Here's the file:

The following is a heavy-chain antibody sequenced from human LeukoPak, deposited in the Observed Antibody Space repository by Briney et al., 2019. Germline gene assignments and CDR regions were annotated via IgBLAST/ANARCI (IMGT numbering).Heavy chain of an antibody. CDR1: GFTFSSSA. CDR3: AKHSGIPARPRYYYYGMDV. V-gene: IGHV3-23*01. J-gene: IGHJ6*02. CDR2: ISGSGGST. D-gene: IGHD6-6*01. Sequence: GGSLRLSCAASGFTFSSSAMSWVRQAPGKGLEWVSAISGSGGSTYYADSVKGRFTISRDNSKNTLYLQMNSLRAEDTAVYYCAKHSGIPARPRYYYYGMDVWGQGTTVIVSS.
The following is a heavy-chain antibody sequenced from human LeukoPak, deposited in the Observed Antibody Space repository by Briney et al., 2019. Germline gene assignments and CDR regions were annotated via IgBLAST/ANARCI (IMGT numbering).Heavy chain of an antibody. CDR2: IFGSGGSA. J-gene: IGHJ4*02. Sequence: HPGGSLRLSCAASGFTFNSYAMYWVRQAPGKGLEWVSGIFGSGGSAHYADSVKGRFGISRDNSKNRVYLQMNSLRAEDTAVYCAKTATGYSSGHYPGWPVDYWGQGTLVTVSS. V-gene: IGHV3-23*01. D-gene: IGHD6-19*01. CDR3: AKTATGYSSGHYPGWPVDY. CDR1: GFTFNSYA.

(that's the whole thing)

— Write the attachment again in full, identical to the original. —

The following is a heavy-chain antibody sequenced from human LeukoPak, deposited in the Observed Antibody Space repository by Briney et al., 2019. Germline gene assignments and CDR regions were annotated via IgBLAST/ANARCI (IMGT numbering).Heavy chain of an antibody. CDR1: GFTFSSSA. CDR3: AKHSGIPARPRYYYYGMDV. V-gene: IGHV3-23*01. J-gene: IGHJ6*02. CDR2: ISGSGGST. D-gene: IGHD6-6*01. Sequence: GGSLRLSCAASGFTFSSSAMSWVRQAPGKGLEWVSAISGSGGSTYYADSVKGRFTISRDNSKNTLYLQMNSLRAEDTAVYYCAKHSGIPARPRYYYYGMDVWGQGTTVIVSS.
The following is a heavy-chain antibody sequenced from human LeukoPak, deposited in the Observed Antibody Space repository by Briney et al., 2019. Germline gene assignments and CDR regions were annotated via IgBLAST/ANARCI (IMGT numbering).Heavy chain of an antibody. CDR2: IFGSGGSA. J-gene: IGHJ4*02. Sequence: HPGGSLRLSCAASGFTFNSYAMYWVRQAPGKGLEWVSGIFGSGGSAHYADSVKGRFGISRDNSKNRVYLQMNSLRAEDTAVYCAKTATGYSSGHYPGWPVDYWGQGTLVTVSS. V-gene: IGHV3-23*01. D-gene: IGHD6-19*01. CDR3: AKTATGYSSGHYPGWPVDY. CDR1: GFTFNSYA.